So the matter is I'm really confused about boundary conditions of magnetic fields. Prior to the boundary conditions, I thought that say you have an external magnetic field, $B_0$, now if I place a paramagnetic material in the field the resultant field inside is $B_0+\mu_0M$ and thus the field inside is greater than that of outside and that's why we are using soft iron cores may be.

But here lies the problem: if the field inside is greater than outside, now I reach to the boundary condition according to which field is continuous say there are no surface currents on the material then $$B_\text{inside} = B_\text{outside}.$$ But earlier we got that field inside is greater than outside.

My speculation (just thoughts):
Is it that the field of magnetisation also lies outside the material and is taken (included) as applied field and that's why we say that total field is continuous while magnetic field intensity $B_0/\mu_0$ is not continuous.

  • $\begingroup$ As far as I remember only the "H-field" $H=B/\mu_0-M$ needs to be continuous on the boundary (in the absence of currents). $\endgroup$
    – NDewolf
    Nov 14 '19 at 10:41
  • $\begingroup$ Maybe there are currents? Maybe a permanent magnet is created with permanent currents? $\endgroup$ Nov 14 '19 at 12:39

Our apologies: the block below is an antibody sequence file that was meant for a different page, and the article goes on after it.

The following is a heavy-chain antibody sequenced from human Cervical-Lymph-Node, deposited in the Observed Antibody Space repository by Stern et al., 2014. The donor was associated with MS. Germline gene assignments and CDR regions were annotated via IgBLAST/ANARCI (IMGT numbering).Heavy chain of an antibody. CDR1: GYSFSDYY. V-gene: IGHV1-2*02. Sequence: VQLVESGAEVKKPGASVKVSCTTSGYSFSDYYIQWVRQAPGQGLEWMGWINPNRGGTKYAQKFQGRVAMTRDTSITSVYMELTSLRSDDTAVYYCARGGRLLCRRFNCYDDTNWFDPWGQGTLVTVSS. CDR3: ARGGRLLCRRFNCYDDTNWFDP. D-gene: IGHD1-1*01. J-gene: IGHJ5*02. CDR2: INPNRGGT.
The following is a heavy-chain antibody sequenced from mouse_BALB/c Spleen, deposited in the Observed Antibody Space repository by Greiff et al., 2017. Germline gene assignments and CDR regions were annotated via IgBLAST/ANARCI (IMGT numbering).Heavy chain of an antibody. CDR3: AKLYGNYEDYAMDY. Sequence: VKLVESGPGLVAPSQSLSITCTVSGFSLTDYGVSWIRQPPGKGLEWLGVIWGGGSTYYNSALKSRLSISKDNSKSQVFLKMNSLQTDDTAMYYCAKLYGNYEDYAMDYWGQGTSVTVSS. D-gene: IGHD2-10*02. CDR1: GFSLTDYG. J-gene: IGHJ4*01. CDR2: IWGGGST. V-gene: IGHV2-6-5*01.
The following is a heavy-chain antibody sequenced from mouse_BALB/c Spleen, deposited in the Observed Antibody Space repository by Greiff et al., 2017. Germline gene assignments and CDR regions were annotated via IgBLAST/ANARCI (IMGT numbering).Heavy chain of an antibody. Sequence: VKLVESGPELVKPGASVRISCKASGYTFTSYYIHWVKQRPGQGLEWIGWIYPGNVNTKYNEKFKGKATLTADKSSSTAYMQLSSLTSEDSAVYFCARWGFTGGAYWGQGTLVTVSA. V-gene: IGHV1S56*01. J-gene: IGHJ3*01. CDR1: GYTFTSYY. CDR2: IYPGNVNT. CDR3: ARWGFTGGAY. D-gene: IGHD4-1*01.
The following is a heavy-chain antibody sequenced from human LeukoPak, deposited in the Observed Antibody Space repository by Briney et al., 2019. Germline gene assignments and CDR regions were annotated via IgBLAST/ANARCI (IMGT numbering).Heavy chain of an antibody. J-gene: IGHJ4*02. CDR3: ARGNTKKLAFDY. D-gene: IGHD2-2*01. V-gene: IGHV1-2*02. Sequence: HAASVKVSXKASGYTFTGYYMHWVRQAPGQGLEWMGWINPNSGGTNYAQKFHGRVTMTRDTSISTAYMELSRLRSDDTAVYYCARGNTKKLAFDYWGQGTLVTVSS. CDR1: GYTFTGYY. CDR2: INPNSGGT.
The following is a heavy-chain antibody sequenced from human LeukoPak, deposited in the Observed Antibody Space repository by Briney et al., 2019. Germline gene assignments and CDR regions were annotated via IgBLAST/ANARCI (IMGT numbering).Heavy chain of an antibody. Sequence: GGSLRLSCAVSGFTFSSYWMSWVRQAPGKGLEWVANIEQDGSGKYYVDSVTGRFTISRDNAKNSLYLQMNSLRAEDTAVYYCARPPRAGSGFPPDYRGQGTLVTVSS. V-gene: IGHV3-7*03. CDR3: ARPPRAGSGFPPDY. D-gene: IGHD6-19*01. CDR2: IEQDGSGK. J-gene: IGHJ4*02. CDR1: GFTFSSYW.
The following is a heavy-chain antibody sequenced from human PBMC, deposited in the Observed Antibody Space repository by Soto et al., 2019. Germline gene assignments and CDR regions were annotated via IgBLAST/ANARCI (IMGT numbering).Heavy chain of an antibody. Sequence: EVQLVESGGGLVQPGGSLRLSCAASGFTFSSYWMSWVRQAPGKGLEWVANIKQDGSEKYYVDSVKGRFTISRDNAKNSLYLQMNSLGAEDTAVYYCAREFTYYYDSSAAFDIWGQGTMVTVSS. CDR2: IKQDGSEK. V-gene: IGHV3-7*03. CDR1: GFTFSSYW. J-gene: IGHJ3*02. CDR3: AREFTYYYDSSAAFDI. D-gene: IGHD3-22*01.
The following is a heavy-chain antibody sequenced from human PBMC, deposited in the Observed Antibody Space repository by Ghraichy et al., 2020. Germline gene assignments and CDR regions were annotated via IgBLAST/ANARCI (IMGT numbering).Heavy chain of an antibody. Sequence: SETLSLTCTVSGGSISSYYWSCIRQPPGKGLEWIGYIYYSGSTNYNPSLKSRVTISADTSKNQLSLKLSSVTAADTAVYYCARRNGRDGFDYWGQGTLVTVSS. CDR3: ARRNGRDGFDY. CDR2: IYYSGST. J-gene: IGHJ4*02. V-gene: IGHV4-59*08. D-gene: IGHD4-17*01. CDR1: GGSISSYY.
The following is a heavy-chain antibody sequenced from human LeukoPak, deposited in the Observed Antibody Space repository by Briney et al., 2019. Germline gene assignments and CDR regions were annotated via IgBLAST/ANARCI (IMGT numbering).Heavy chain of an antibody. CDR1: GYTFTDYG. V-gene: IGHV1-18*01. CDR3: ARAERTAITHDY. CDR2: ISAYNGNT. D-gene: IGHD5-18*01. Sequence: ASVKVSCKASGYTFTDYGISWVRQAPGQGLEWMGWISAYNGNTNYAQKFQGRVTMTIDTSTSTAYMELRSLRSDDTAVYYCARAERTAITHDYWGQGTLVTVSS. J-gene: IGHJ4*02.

• $\begingroup$ Maybe ${\bf J}= \nabla\times {\bf M}$? $\endgroup$
    – mike stone
    Nov 14 '19 at 12:50

The boundary condition perpendicular to the surface is indeed: $$ B_{in,\perp} = B_{out,\perp}$$

The magnetic induction is defined as $\mathbf{B} = \mu_0 (\mathbf{H} + \mathbf{M})$. Outside the material, this becomes $\mathbf{B}_{out} = \mu_0 (\mathbf{H}_{ext}+ \mathbf{H}_{s})$. Here, $\mathbf{H}_{s}$ is the stray field generated by the magnet. Inside the material, this becomes $\mathbf{B}_{in} = \mu_0 (\mathbf{H}_{ext} +\mathbf{H}_{d} + \mathbf{M})$. Here, $\mathbf{H}_{d}$ is the demagnetization field which is generated by the magnetization. Perpendicular to the surface, one finds (this is actually the derivation of the boundary condition):

$$ \nabla \cdot \mathbf{B} = 0 \Rightarrow H_{s,\perp}+ H_{d,\perp} -M_{\perp} = 0$$

Using this, and the fact that the demagnetization field always opposes the magnetization, one can show:

$$\mathbf{B}_{in,\perp} = \mu_0 (H_{ext,\perp} - H_{d,\perp} + M_{\perp}) = \mu_0 (H_{ext,\perp} + H_{s,\perp}) = \mathbf{B}_{out,\perp} $$

So, conceptually, the stray field $H_s$ outside the magnet (and also generated by the magnet) perfectly compensates the field inside the magnet $H_d$ and the magnetization $M$.


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